Further, if this journey is something in which the parents take an active part, the child’s interest becomes an expression of the growing awareness of him or herself as a potentially powerful spiritual being, in imitation of committed parents, and as such is an expression of maturity, and a passing of the mantle to the next generation.


Bar or Bat Mitzvah literally means "son or daughter of the commandment," the thirteen year-old male (bar-Aramaic for "son") or twelve year-old female (bat-Hebrew for "daughter") responsible for the commandments. The phrase also refers to the ceremony itself.

Interestingly, although bar/bat mitzvah has become one of the most widely observed Jewish rite of passage, it has no ancient roots or biblical authority. We first read of it in the Mishnah: "Yehuda ben Tema said:... A thirteen year-old becomes obliged to observe the commandments" (Avot 5:25). The Sages of the Talmud gave this statement legal weight, assigning 13 as the age after which a boy is responsible for mitzvot. The term bar mitzvah in its contemporary connotation does not appear in the Talmud, although it is found as a general term for an adult male.

The blessing in which the father bestows upon the bar mitzvah the responsibility for his own religiouis life is mentioned in rabbinic sources.

The text for the blessing is as follows:

Barukh she'petarani mi-onsho shel zeh - Blessed is He who has free me from the punishment due this child. (Genesis Rabbah 63:14)

During the late Middle Ages an elaborate ceremony developed, generally divided into the religious ceremony in the synagogue and the subsequent social celebration. In 15th-century Europe, the custom evolved whereby the synagogue rite of passage was followed by a se'udat mitzvah (festive meal), during which the boy delivered his first talmudic discourse (derasha) and received gifts which reflected his new status: religious books, phylacteries (tefillin), and in some communities a prayer shawl (tallit) The medieval community strictly regulated and limited the extent of the festivities and the gifts, and provided for similar celebrations for poor boys at the community's expense. In many circles today, the ceremony is often followed by a lavish dinner-party and gifts tend to be quite lavish.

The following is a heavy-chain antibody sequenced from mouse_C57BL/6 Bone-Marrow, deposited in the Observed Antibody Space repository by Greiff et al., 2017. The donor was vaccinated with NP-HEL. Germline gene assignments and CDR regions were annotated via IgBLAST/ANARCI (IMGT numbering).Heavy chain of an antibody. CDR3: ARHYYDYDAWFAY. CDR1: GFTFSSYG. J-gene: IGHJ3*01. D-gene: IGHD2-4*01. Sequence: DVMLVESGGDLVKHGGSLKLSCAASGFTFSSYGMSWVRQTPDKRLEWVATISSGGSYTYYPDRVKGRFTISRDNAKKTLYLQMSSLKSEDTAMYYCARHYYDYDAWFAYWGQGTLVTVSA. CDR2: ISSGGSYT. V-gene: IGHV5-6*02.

The synagogue ceremony normally takes place among Ashkenazim on the first Sabbath following the actual Hebrew date of the boy's thirteenth birthday. It can also take place on any weekday when the Torah is read (Monday or Thursday during an ordinary week, or on a festival when the Torah is read) following the Hebrew date of the boy's thirteenth birthday. For a girl, twelve is the magic number, as it is generally assumed that girls mature at a faster rate than that.)

The boy (and in liberal congregations the girl as well) reads the Torah portion (in more traditional communities the entire portion, in others only the last maftir section), and also the haftarah (prophetic portion). In some communities the boy reads a special prayer for the occasion. It also became customary for him to deliver a learned derasha (discourse). The custom of addressing the boy in the synagogue is a recent development which is quickly becoming widespread. It is customary for the congregants to throw candies at the bar/bat mizvah after s/he has completed the readings.

Following the 1967 war in Israel, it became popular for bar mizvah boys from Israel and from abroad to hold the ceremony at the Kotel, the Western Wall.

The boy (and in modern days the girl as well) studies the cantillation of Torah texts, the melody of which differs for the reading of the Torah or of the haftarah (a selection from the Prophets which somehow parallels or recalls the Sabbath Torah portion). He also learns to put on the tefillin (phylacteries). In some communities, the bar mizvah boy begins to don tefillin at morning prayers a month before his 13th birthday.

In observant circles, the boy begins to don tefillin daily (except for Sabbaths and holidays) from the time of his bar mizvah celebration. The mizvah of wearing tefillin begins when a boy reaches 13 years of age and continues for the rest of his life. The tefillin are composed of black leather boxes, bound by black leather straps to the left hand and around the head. The boxes contain parchments on which are written Biblical verses relating to the commandment to keeping the words of God as a permanent sign "upon your heart and upon your soul...a sign upon your arm and between your eyes."[5] [5] Tefillin, along with silver cases or special cloth bags for storing them are often given to the bar mizvah boy as a gift, frequently by the parents or grandparents.

In Sephardic and German communities, Jewish men begin wearing the tallit (prayer shawl) at morning prayers from age of 13.

In many 20th-century communities, girls also celebrate becoming a bat mitzvah in special ceremonies, sometimes in the synagogue or elsewhere according to religious affiliation. In more traditional circles, the celebration is limited to a festive meal (se'udat mitzvah) where the girl delivers a speech relating to her religious knowledge. In growing circles, the girl reads the Torah and/or haftorah, demonstrating her becoming a full-fledged members of the adult community.